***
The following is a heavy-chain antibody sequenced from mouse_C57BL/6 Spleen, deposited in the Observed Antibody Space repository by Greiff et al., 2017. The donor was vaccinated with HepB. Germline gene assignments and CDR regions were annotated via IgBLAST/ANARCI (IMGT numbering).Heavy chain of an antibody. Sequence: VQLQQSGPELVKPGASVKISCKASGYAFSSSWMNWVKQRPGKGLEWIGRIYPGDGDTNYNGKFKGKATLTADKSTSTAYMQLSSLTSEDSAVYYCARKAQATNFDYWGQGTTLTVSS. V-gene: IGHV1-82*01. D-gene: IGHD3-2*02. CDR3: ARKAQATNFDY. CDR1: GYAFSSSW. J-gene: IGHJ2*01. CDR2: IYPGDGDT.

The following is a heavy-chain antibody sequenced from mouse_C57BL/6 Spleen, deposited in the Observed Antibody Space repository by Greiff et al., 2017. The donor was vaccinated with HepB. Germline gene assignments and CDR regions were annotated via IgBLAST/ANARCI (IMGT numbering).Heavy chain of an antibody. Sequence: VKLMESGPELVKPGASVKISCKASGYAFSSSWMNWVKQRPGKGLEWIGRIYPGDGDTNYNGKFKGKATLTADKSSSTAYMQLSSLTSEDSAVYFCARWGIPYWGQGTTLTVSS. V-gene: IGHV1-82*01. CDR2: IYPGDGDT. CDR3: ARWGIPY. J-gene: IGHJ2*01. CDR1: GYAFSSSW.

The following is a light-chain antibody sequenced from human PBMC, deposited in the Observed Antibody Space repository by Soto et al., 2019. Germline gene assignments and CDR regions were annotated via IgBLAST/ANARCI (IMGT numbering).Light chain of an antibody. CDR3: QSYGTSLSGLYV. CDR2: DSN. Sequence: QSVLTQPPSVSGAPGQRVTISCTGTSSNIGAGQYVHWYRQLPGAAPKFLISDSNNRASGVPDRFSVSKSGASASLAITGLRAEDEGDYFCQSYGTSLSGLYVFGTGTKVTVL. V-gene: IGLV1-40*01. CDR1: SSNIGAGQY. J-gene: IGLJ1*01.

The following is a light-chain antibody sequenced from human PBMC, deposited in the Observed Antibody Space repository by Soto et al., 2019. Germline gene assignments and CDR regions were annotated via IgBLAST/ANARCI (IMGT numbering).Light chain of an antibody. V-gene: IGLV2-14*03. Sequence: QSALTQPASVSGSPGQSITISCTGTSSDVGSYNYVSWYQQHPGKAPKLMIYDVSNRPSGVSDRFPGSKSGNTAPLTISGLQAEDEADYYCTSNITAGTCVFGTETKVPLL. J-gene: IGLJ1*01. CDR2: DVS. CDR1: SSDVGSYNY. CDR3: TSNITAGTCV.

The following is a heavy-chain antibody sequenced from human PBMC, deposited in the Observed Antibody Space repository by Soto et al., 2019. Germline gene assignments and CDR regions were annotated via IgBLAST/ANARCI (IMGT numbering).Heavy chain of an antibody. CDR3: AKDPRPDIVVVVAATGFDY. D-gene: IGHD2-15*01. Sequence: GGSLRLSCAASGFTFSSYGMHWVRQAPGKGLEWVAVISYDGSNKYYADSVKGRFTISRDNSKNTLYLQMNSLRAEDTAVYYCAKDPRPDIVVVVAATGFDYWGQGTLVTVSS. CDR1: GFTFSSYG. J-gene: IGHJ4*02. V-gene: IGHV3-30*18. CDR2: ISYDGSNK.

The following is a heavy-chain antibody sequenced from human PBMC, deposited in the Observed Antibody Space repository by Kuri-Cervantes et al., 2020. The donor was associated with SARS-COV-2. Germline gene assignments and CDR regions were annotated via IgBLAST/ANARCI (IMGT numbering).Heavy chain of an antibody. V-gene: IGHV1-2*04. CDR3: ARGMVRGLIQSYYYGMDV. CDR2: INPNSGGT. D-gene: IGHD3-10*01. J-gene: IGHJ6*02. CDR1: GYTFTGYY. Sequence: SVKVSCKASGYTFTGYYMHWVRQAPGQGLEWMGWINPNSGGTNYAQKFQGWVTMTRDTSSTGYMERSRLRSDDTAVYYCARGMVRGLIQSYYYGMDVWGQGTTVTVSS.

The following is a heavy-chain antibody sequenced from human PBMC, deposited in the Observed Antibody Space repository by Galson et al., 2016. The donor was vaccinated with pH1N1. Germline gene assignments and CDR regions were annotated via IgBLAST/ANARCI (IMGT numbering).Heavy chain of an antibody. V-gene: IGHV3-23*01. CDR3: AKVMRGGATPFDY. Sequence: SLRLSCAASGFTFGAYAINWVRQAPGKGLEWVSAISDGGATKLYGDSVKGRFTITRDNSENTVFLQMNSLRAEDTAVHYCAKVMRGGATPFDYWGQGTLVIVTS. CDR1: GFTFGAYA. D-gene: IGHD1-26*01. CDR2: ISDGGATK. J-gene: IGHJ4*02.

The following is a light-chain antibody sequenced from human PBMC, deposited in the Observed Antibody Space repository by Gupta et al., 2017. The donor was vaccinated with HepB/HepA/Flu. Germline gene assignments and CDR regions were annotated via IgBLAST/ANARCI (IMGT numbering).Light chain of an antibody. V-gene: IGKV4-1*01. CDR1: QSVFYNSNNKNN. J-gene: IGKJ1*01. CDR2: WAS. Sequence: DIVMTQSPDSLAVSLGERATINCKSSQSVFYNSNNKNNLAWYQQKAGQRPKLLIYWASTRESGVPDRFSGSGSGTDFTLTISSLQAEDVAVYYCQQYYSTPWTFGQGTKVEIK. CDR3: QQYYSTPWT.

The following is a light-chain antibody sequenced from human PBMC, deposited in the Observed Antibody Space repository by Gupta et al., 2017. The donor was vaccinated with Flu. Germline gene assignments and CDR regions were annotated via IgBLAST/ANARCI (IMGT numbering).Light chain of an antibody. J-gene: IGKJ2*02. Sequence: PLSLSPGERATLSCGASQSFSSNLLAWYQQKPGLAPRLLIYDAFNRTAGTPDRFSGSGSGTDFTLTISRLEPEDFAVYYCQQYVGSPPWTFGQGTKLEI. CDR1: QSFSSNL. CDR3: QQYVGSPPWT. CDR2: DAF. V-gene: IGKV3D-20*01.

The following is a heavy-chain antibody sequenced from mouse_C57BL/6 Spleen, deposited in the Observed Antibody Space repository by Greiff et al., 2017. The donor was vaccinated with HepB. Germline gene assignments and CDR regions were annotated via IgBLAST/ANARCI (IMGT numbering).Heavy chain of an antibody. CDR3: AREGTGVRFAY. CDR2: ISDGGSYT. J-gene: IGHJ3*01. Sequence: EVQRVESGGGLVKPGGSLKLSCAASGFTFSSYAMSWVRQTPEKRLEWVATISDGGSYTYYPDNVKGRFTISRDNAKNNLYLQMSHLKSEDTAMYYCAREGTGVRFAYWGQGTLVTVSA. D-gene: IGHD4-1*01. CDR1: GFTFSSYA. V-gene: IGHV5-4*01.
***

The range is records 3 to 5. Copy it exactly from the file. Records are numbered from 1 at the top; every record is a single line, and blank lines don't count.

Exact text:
The following is a light-chain antibody sequenced from human PBMC, deposited in the Observed Antibody Space repository by Soto et al., 2019. Germline gene assignments and CDR regions were annotated via IgBLAST/ANARCI (IMGT numbering).Light chain of an antibody. CDR3: QSYGTSLSGLYV. CDR2: DSN. Sequence: QSVLTQPPSVSGAPGQRVTISCTGTSSNIGAGQYVHWYRQLPGAAPKFLISDSNNRASGVPDRFSVSKSGASASLAITGLRAEDEGDYFCQSYGTSLSGLYVFGTGTKVTVL. V-gene: IGLV1-40*01. CDR1: SSNIGAGQY. J-gene: IGLJ1*01.

The following is a light-chain antibody sequenced from human PBMC, deposited in the Observed Antibody Space repository by Soto et al., 2019. Germline gene assignments and CDR regions were annotated via IgBLAST/ANARCI (IMGT numbering).Light chain of an antibody. V-gene: IGLV2-14*03. Sequence: QSALTQPASVSGSPGQSITISCTGTSSDVGSYNYVSWYQQHPGKAPKLMIYDVSNRPSGVSDRFPGSKSGNTAPLTISGLQAEDEADYYCTSNITAGTCVFGTETKVPLL. J-gene: IGLJ1*01. CDR2: DVS. CDR1: SSDVGSYNY. CDR3: TSNITAGTCV.

The following is a heavy-chain antibody sequenced from human PBMC, deposited in the Observed Antibody Space repository by Soto et al., 2019. Germline gene assignments and CDR regions were annotated via IgBLAST/ANARCI (IMGT numbering).Heavy chain of an antibody. CDR3: AKDPRPDIVVVVAATGFDY. D-gene: IGHD2-15*01. Sequence: GGSLRLSCAASGFTFSSYGMHWVRQAPGKGLEWVAVISYDGSNKYYADSVKGRFTISRDNSKNTLYLQMNSLRAEDTAVYYCAKDPRPDIVVVVAATGFDYWGQGTLVTVSS. CDR1: GFTFSSYG. J-gene: IGHJ4*02. V-gene: IGHV3-30*18. CDR2: ISYDGSNK.